Wednesday, September 29, 2010

West Coast ports face slowing pace of negotiations with the potential for mediation and an inquiry

With negotiations on a number of issues at a standstill on matters relating to British Columbia's ports, mediators have called for the two sides to extend their current agreement for a period of two years, giving both sides to try and find some common ground.

While that contract extension would be in effect, the mediators would like to see an Industrial Inquiry commission be put  in place to try and make some forward progress on the contract proposals in dispute as well as other key issues on the waterfront including the longstanding concerns over discrimination against female workers.

The mediators completed their report in July and offered up their recommendation that the current contract be extended to 2012 but with some changes to the wages in place at the moment.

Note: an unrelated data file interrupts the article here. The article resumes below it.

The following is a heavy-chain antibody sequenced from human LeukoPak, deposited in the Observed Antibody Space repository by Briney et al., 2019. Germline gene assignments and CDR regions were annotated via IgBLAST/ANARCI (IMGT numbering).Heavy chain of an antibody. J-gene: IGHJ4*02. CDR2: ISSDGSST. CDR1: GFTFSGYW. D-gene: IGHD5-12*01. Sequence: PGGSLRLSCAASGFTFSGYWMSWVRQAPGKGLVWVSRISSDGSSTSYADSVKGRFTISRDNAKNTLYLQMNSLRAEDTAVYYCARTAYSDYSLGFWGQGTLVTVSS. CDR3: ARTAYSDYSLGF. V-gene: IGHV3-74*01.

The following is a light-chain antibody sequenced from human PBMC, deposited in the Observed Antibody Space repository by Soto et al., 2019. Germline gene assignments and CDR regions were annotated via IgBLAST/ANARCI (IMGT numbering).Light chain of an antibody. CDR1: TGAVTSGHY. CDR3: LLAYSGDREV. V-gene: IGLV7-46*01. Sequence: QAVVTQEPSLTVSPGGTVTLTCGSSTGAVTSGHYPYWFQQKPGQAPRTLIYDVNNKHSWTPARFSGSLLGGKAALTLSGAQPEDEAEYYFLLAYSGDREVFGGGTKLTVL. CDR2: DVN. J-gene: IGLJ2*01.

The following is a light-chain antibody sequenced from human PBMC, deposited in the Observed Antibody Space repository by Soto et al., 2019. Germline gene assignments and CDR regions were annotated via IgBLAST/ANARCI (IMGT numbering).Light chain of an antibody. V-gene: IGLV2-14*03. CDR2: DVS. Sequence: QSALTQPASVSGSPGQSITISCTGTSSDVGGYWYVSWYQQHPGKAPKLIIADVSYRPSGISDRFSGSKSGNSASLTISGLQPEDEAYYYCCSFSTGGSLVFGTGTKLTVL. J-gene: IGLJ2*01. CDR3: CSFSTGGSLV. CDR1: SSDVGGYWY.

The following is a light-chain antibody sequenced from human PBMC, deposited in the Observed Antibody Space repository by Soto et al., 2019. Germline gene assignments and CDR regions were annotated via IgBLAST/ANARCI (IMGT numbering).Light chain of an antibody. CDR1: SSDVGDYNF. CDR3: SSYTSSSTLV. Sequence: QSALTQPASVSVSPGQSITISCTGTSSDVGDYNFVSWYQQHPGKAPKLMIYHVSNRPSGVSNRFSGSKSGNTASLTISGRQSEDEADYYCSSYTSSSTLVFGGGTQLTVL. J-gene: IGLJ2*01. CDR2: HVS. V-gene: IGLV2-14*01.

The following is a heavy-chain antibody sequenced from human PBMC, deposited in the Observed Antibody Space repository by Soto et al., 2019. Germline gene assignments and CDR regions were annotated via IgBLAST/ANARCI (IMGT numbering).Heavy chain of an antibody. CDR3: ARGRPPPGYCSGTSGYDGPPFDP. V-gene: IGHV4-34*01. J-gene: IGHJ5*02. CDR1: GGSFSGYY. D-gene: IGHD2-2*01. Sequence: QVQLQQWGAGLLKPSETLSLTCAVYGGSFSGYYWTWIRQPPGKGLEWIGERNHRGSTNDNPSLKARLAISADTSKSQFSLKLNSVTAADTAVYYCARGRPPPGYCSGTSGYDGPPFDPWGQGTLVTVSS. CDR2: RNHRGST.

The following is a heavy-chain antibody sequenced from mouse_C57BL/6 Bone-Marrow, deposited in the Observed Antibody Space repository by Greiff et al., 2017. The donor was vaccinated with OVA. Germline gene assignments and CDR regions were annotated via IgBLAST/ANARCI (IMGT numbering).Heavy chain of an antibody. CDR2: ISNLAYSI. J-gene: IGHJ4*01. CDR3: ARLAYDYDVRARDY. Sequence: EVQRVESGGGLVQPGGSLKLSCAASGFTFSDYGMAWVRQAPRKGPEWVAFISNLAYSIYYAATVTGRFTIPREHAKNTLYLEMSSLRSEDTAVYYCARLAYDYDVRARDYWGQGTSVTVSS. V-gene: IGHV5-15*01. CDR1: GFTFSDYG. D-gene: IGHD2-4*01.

As for the suggestion of an Industrial Inquiry Commission it seems to be a non starter for the employers the BCMEA which found much to be concerned about on that topic, particularly the non binding aspect of any recommendations that might be provided. They would prefer that the process now move towards binding arbitration.

On the other side of the bargaining table the ILWU offered up support for the concept of the Inquiry and feels that it is an idea worthy of consideration.

There are concerns that the constant possibility of labour disruption and the glacial pace of negotiations could drive traffic to other ports in the United States, a prospect that would have an impact on the success of Canada's west coast ports over the last number of years.

The Globe and Mail has a thorough examination of the current situation which outlines some of the background on the state of negotiations and the impact those discussions have on the image of Canada's West coast port industry.

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